Welcome to Freaks of Nature, a monthly column devoted to creature features of all shapes and sizes. This includes eco-horrors, kaijū, cryptids, and everything else in between. If a film features a beast who strikes terror in the heart of man, I’ll be there, bestiary in hand and ready to bask in all that monster glory.

Toho was coming off a super high from back-to-back hits Ghidorah, the Three-Headed Monster and Godzilla vs Monster Zero when the studio optioned its next movie. Rather than continuing things in space, Toho set course for the Pacific Ocean. Originally proposed to be a Rankin/Bass film featuring King Kong, the great ape was replaced with Godzilla. Thus, Ebirah, Horror of the Deep was born.


“After shedding light on the atomic horror the country suffered, the series experienced a severe tonal shift […] “


Also known as Godzilla vs the Sea Monster, the movie has a simple plot that requires little knowledge of the series so far. A man named Ryota (Toru Watanabe) searches for his brother, Yata (Toru Ibuki), who was lost at sea not too long ago. He and some new friends go in search of Yata when their boat encounters a giant lobster. The crew escapes, but they end up on an island home to the terrorist organization Red Bamboo. Using enslaved Infant Islanders (worshipers of Mothra), Red Bamboo produces heavy water for weapons of mass destruction. As luck would have it, though, Godzilla is sleeping undisturbed on Letchi Island, and Ryota‘s group is going to use him to free the slaves and take down Red Bamboo. That is, if Godzilla can first defeat the aforesaid lobster kaijū, Ebirah.

The last four Godzilla films saw Ishirō Honda in the director’s chair. However, he was busy with the sequel to Frankenstein Conquers the World. Jun Fukuda, who was no total stranger to Toho as he directed The Secret of the Telegian in 1960, was then handed his first Godzilla movie. Fukuda was incidentally afforded the chance to bring the studio’s biggest star out of his comfort zone. Prior movies had the action primarily take place in Japan, whereas Shinichi Sekizawa’s story was set on the fictional Letchi Island.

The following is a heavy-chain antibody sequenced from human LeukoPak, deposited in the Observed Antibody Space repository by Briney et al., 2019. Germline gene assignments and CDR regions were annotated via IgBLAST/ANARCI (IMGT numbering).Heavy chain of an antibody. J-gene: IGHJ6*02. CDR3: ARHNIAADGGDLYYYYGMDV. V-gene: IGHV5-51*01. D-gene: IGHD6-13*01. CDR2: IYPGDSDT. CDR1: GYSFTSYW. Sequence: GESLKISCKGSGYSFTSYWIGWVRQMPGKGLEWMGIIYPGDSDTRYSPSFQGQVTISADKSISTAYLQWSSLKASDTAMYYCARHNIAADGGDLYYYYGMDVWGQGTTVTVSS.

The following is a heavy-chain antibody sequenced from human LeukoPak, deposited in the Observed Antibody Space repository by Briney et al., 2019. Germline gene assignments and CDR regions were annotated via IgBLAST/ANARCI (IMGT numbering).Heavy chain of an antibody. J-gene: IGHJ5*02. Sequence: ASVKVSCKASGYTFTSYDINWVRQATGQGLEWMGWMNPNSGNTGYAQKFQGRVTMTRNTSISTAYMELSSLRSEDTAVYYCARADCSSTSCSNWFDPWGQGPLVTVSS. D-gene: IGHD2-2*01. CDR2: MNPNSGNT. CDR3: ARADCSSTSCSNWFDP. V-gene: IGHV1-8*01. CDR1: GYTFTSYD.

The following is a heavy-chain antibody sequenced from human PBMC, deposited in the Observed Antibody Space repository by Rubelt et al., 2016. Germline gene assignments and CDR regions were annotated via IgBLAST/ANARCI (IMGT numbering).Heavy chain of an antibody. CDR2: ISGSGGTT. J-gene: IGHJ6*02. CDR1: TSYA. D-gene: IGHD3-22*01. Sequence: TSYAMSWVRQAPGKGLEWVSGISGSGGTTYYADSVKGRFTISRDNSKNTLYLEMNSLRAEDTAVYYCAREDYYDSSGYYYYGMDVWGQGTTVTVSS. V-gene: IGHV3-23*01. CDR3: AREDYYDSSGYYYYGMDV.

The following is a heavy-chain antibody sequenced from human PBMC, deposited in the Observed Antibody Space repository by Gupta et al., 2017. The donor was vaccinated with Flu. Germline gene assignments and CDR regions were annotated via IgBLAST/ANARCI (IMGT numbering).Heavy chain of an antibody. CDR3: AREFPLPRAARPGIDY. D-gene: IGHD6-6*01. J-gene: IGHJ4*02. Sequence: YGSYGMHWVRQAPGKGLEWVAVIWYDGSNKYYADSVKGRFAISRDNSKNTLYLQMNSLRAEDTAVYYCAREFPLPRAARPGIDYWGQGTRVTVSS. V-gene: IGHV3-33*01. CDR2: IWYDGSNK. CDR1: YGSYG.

Fukuda and special effects director Sadamasa Arikawa made the most of their meager budget. The latter was used to working in television so he understood the limitations even if he didn’t like them. Cinematographer Kazuo Yamada was especially crucial in making the movie so visually appealing. Unlike in the previous features, scenes in Ebirah, Horror of the Deep are not stylistically drab or contained to nighttime. On the contrary, the majority of the movie is bright in color and shot during the day. Human heroes can be identified by their vivid attire, the island is coated in rich, green vegetation, and the ocean looks inviting despite the fact Ebirah lurks below the surface.

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With Godzilla‘s new hero status, he needed more foes to win against. His last opponent was a three-headed, golden dragon from outer space — trying to outmatch that seemed impossible. While the series was nearing fantastical now that aliens were part of the canon, this movie kept its feet on the ground. Godzilla returned to its roots of mutated Earth creatures that are bizarre yet not entirely implausible given the series’ context. The film’s namesake grew to mammoth proportions presumably because of Red Bamboo‘s water pollution. Ebirah is a fully aquatic kaijū, vivified by suit actor Hiroshi Sekita, who never steps on dry land. This gives him some home court advantage when dealing with Godzilla, but everyone knows the overgrown crustacean is only scenes away from becoming surf ‘n’ turf.